The structures of the Finnish economy need to be reformed, competence reinforced and the number of investments increased, so that the future growth potential can be utilised in full. Solutions made on the labour market will continue to affect employment, competitiveness, productivity, purchasing power and industrial peace. Finland needs reconciliation of the financial and labour market policies.
Taxation and responsibility
Sustainable funding of the welfare state requires a strong tax base. To secure tax revenues, taxation must be reorganised. The growth of income gaps does not promote the building of a stable society, and it may have detrimental effects on economic development. The taxation of work shall support working and contracting work out. Low and average-income wage earners’ personal income taxation must not prevent the increase of skills and knowhow or the accepting of more demanding duties.
A functioning market economy and competition require that grey economy and tax evasion be rooted out. Instead of tax havens, companies must pay taxes to the country in which they actually operate. Thus they will bear their responsibility of developing society.
Sustainable development and climate change
Finland needs a clear strategy for the transition to a low-carbon and sustainable society. The utilisation of renewable forms of energy and innovative, energy-efficient solutions, technology and circular economy can be advanced e.g. by building regulations, public procurements and in infrastructure projects. The prevention of climate change and a sustainable economy open up great opportunities, but, in order to develop, require incentives and commitments.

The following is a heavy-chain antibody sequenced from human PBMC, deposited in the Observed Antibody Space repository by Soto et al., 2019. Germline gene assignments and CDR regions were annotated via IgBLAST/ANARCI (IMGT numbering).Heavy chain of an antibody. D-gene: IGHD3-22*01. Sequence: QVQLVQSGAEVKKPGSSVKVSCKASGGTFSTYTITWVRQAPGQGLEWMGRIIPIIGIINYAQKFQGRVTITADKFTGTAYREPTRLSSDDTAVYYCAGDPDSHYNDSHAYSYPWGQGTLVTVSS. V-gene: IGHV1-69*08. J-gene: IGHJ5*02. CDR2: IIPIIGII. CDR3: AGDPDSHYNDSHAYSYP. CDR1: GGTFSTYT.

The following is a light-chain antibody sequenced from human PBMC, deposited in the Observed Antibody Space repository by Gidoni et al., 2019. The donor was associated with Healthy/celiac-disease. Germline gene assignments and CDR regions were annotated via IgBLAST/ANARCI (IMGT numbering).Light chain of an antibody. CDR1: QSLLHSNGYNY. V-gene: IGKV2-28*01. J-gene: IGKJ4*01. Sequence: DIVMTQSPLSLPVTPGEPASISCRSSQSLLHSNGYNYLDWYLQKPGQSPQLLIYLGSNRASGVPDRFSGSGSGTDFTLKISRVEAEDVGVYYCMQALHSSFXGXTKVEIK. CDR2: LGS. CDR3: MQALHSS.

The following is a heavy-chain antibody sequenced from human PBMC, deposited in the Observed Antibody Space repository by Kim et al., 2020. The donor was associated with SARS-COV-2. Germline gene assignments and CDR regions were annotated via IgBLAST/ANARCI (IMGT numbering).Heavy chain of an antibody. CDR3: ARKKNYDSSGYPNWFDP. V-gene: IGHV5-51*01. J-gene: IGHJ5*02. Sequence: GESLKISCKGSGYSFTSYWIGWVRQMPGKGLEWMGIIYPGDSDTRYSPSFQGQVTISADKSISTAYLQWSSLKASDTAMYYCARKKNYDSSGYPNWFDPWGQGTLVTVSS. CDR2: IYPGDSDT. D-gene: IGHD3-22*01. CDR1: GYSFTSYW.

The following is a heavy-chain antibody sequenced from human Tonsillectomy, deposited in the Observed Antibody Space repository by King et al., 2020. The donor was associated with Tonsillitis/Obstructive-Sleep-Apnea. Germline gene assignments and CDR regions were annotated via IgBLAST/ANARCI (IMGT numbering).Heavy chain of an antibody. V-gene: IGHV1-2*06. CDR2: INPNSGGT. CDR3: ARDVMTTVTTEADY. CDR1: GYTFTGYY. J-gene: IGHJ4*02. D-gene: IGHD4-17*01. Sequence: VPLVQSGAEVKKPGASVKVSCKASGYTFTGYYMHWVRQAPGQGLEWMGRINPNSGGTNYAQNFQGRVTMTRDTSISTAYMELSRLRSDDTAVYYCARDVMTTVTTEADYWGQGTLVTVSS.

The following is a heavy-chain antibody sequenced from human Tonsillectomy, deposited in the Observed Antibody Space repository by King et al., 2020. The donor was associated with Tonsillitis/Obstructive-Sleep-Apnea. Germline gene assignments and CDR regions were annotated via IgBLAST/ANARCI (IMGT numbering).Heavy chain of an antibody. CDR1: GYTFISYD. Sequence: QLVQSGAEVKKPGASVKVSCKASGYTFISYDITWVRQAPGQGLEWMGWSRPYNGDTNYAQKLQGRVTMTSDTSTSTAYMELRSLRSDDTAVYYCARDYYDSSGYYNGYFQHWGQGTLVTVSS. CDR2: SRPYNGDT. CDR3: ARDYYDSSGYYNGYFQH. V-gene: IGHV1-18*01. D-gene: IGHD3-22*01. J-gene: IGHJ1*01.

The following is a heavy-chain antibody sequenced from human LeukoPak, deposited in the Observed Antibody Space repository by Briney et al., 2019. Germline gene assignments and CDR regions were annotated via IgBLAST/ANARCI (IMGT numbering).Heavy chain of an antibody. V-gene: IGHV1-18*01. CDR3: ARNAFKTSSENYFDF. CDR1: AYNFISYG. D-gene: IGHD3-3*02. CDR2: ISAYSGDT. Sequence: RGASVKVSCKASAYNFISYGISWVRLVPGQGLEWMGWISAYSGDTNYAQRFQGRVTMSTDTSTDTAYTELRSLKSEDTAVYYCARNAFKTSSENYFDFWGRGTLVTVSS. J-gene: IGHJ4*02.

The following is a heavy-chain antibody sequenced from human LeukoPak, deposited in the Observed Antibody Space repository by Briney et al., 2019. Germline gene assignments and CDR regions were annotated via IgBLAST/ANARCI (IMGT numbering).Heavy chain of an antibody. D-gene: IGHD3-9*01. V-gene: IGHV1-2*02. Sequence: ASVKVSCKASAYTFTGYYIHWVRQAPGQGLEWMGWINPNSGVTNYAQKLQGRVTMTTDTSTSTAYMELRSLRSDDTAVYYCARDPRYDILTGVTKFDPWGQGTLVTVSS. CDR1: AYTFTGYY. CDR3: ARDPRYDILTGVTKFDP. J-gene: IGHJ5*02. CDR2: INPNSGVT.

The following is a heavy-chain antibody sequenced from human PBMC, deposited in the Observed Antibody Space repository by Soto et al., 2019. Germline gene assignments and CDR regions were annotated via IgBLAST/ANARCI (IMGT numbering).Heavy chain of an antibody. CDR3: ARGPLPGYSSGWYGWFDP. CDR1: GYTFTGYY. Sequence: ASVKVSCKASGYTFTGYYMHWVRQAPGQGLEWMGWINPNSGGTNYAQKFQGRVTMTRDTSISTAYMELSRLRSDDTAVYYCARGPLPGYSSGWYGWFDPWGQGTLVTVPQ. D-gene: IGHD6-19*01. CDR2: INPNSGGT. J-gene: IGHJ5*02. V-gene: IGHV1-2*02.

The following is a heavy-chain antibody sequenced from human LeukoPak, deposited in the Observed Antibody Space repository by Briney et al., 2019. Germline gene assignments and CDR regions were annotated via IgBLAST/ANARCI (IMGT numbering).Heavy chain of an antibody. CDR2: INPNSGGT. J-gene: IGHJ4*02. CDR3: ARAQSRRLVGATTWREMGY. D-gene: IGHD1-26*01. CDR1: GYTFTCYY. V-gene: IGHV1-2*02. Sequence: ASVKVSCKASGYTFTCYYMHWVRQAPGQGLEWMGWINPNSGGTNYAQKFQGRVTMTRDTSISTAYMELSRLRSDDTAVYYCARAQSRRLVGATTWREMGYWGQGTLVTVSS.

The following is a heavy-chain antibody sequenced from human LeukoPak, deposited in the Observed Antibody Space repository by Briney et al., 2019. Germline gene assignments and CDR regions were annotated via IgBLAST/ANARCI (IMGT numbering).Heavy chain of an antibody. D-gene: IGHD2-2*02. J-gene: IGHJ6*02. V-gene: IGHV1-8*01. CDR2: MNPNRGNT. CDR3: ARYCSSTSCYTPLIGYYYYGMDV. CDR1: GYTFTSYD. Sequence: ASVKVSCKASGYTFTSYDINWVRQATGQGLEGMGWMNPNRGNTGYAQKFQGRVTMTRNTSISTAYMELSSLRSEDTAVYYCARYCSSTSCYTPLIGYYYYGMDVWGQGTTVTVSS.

Environmental and energy taxes can steer individuals and communities into sustainable actions. The generation of new jobs and livelihoods and the regeneration of old ones must be included in the climate policy goals. This will require pre-emptive measures from the state, but its instruments cannot include selling work and terms of employment at a lower price.
The Finnish demographic structure and safeguarding Finland’s position as a small, open national economy, require growing immigration. Discretionary power concerning availability of already existing work force could be given up in future, provided that sufficient resources for inspection and control are secured. Foreign workforce must be treated equally with other workforce. Trampling of pay or other terms of employment as well as inappropriate treatment of employees will not be accepted.
Finland needs a broad immigration-related socio-political programme. In addition to labour needs, an immigration-political programme should contain operational models concerning e.g. training and competence, family policy and culture, and their funding. Investing in integration will pay off as better employment.